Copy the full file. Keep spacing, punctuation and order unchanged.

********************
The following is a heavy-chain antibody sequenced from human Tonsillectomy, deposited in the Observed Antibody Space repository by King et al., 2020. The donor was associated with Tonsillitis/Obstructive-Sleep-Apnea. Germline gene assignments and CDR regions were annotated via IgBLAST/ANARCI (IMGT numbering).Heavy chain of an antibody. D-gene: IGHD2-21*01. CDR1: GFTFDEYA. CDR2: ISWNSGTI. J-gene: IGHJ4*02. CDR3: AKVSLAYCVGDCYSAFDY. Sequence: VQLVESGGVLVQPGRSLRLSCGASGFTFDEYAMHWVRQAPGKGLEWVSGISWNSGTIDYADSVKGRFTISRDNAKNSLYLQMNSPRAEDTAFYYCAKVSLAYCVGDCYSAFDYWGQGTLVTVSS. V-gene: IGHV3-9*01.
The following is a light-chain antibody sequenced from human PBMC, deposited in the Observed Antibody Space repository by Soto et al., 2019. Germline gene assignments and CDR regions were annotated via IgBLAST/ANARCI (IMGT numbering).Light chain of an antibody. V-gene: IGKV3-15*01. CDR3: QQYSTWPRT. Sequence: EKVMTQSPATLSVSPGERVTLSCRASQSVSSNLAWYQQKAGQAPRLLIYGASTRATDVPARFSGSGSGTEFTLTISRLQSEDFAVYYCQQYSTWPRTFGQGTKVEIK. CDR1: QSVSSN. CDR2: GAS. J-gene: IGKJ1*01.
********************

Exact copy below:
The following is a heavy-chain antibody sequenced from human Tonsillectomy, deposited in the Observed Antibody Space repository by King et al., 2020. The donor was associated with Tonsillitis/Obstructive-Sleep-Apnea. Germline gene assignments and CDR regions were annotated via IgBLAST/ANARCI (IMGT numbering).Heavy chain of an antibody. D-gene: IGHD2-21*01. CDR1: GFTFDEYA. CDR2: ISWNSGTI. J-gene: IGHJ4*02. CDR3: AKVSLAYCVGDCYSAFDY. Sequence: VQLVESGGVLVQPGRSLRLSCGASGFTFDEYAMHWVRQAPGKGLEWVSGISWNSGTIDYADSVKGRFTISRDNAKNSLYLQMNSPRAEDTAFYYCAKVSLAYCVGDCYSAFDYWGQGTLVTVSS. V-gene: IGHV3-9*01.
The following is a light-chain antibody sequenced from human PBMC, deposited in the Observed Antibody Space repository by Soto et al., 2019. Germline gene assignments and CDR regions were annotated via IgBLAST/ANARCI (IMGT numbering).Light chain of an antibody. V-gene: IGKV3-15*01. CDR3: QQYSTWPRT. Sequence: EKVMTQSPATLSVSPGERVTLSCRASQSVSSNLAWYQQKAGQAPRLLIYGASTRATDVPARFSGSGSGTEFTLTISRLQSEDFAVYYCQQYSTWPRTFGQGTKVEIK. CDR1: QSVSSN. CDR2: GAS. J-gene: IGKJ1*01.